Project description:Fish depend on dietary fatty acids (FA) to support their physiological condition and health. Exploring the FA distribution in common carp (Cyprinus carpio), one of the world's most consumed freshwater fish, is important to understand how and where FA of different sources are allocated. We investigated diet effects on the composition of polar and neutral lipid fatty acids (PLFA and NLFA, respectively) in eight different tissues (dorsal and ventral muscle, heart, kidney, intestine, eyes, liver and adipose tissue) of common carp. Two-year old carp were exposed to three diet sources (i.e., zooplankton, zooplankton plus supplementary feeds containing vegetable, VO, or fish oil, FO) with different FA composition. The PLFA and NLFA response was clearly tissue-specific after 210 days of feeding on different diets. PLFA were generally rich in omega-3 polyunsaturated FA and only marginally influenced by dietary FA, whereas the NLFA composition strongly reflected dietary FA profiles. However, the NLFA composition in carp tissues varied considerably at low NLFA mass ratios, suggesting that carp is able to regulate the NLFA composition and thus FA quality in its tissues when NLFA contents are low. Finally, this study shows that FO were 3X more retained than VO as NLFA particularly in muscle tissues, indicating that higher nutritional quality feeds are selectively allocated into tissues and thus available for human consumption.
Project description:Fatty acid (FA) metabolism is tightly regulated across several tissues and impacts insulin sensitivity. CD36 facilitates cellular FA uptake, and CD36 genetic variants associate with lipid abnormalities and susceptibility to metabolic syndrome. The objective of this study was to gain insight regarding the in vivo metabolic influence of muscle and adipose tissue CD36. For this, we determined the relationships between CD36 alternative transcripts, which can reflect tissue-specific CD36 regulation, and measures of FA metabolism and insulin resistance.The relative abundance of alternative CD36 transcripts in adipose tissue and skeletal muscle from 53 nondiabetic obese subjects was measured and related to insulin sensitivity and FA metabolism assessed by hyperinsulinemic-euglycemic clamps and isotopic tracers for glucose and FA.Transcript 1C, one of two major transcripts in adipose tissue, that is restricted to adipocytes predicted systemic and tissue (adipose, liver, and muscle) insulin sensitivity, suggesting adipocyte CD36 protects against insulin resistance. Transcripts 1B and 1A, the major transcripts in skeletal muscle, correlated with FA disposal rate and triglyceride clearance, supporting importance of muscle CD36 in clearance of circulating FA. Additionally, the common CD36 single nucleotide polymorphism rs1761667 selectively influenced CD36 transcripts and exacerbated insulin resistance of glucose disposal by muscle.Alternative CD36 transcripts differentially influence tissue CD36 and consequently FA homeostasis and insulin sensitivity. Adipocyte CD36 appears to be metabolically protective, and its selective upregulation might have therapeutic potential in insulin resistance.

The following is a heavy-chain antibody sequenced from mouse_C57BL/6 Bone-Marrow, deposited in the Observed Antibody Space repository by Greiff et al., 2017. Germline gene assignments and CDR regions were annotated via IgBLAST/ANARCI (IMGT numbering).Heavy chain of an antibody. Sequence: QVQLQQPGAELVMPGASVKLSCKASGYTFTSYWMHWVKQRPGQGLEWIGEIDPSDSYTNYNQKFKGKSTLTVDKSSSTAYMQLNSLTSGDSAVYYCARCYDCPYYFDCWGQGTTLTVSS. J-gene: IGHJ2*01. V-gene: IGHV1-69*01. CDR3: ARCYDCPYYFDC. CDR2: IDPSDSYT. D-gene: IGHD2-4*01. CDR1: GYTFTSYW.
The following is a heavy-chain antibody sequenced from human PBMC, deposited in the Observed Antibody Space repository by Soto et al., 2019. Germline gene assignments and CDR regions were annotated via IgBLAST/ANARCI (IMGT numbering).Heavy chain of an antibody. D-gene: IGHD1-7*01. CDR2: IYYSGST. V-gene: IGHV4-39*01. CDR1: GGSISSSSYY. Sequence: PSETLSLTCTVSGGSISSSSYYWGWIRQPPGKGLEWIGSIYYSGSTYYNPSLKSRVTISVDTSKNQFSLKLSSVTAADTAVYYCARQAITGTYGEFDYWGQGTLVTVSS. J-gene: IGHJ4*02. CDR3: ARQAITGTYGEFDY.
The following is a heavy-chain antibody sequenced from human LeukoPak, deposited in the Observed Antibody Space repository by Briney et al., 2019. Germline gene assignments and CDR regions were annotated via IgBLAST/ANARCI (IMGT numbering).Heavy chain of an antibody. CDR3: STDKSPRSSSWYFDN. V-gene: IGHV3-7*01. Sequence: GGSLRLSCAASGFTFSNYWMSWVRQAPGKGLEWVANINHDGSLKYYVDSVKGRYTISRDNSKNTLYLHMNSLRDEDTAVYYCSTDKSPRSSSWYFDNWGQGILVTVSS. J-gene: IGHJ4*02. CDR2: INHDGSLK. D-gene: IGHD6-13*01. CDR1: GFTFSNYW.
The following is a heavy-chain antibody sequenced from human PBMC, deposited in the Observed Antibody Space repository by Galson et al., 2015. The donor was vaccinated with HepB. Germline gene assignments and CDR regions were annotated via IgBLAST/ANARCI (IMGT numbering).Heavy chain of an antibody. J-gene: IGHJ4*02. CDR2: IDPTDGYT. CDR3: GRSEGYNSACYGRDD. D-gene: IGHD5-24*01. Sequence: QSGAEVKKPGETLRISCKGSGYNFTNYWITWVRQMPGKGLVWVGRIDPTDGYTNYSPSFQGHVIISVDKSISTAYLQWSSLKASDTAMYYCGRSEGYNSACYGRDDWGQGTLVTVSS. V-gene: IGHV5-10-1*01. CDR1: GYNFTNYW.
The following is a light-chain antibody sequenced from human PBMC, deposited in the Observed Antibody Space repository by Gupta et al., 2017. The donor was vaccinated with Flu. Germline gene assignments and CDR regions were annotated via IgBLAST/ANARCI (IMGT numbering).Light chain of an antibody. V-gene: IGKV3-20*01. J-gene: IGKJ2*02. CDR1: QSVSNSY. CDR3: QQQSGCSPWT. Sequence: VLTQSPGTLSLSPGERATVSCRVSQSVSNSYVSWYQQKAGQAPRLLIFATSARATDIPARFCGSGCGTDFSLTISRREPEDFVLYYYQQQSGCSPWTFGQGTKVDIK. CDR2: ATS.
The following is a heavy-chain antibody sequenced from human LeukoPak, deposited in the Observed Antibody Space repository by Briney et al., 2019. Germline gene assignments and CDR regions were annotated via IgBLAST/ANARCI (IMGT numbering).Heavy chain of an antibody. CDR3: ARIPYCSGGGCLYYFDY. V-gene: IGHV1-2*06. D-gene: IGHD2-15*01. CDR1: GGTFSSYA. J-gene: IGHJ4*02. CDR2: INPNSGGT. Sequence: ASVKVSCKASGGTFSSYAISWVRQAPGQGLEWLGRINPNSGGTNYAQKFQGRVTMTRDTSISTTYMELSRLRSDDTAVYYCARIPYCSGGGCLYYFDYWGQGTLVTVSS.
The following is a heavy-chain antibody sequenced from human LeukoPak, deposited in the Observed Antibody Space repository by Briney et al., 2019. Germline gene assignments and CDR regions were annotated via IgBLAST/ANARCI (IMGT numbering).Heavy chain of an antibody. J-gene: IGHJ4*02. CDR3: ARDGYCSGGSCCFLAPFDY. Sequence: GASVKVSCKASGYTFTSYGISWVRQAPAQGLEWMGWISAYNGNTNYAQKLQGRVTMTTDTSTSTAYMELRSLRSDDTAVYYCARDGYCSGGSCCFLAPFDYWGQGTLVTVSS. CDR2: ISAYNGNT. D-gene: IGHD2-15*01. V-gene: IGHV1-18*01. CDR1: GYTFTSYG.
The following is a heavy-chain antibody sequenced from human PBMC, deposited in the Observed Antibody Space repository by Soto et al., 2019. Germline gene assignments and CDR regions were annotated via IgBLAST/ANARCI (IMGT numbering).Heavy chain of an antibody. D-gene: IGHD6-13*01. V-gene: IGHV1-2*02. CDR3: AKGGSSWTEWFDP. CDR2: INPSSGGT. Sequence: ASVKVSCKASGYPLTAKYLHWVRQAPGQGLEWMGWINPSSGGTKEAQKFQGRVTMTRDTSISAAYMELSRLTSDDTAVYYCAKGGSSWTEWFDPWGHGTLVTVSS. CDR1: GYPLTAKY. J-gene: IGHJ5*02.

Project description:IGF2:g.3072G>A polymorphism has been described as the causal mutation of a maternally imprinted QTL for muscle growth and fat deposition in pigs. The objective of the current work was to study the association between the IGF2:g.3072G>A polymorphism and the IGF2 gene expression and its effect on fatty acid composition in adipose tissue in different pig genetic backgrounds. A cis-eQTL region associated with the IGF2 mRNA expression in adipose tissue was identified in an eGWAS with 355 animals. The IGF2 gene was located in this genomic interval and IGF2g.3072G>A was the most significant SNP, explaining a 25% of the gene expression variance. Significant associations between IGF2:g.3072G>A polymorphism and oleic (C18:1(n-9); p-value = 4.18x10-07), hexadecanoic (C16:1(n-9); p-value = 4.04x10-07), linoleic (C18:2(n-6); p-value = 6.44x10-09), α-linoleic (C18:3(n-3); p-value = 3.30x10-06), arachidonic (C20:4(n-6); p-value = 9.82x10-08) FAs and the MUFA/PUFA ratio (p-value = 2.51x10-9) measured in backfat were identified. Animals carrying the A allele showed an increase in IGF2 gene expression and higher PUFA and lower MUFA content. However, in additional studies was observed that there could be other proximal genetic variants affecting FA composition in adipose tissue. Finally, no differences in the IGF2 gene expression in adipose tissue were found between heterozygous animals classified according to the IGF2:g.3072G>A allele inherited from the father (APGM or AMGP). However, pyrosequencing analysis revealed that there is imprinting of the IGF2 gene in muscle and adipose tissues, with stronger differences among the paternally and maternally inherited alleles in muscle. Our results suggested that IGF2:g.3072G>A polymorphism plays an important role in the regulation of IGF2 gene expression and can be involved in the fatty acid composition in adipose tissue. In both cases, further studies are still needed to deepen the mechanism of regulation of IGF2 gene expression in adipose tissue and the IGF2 role in FA composition.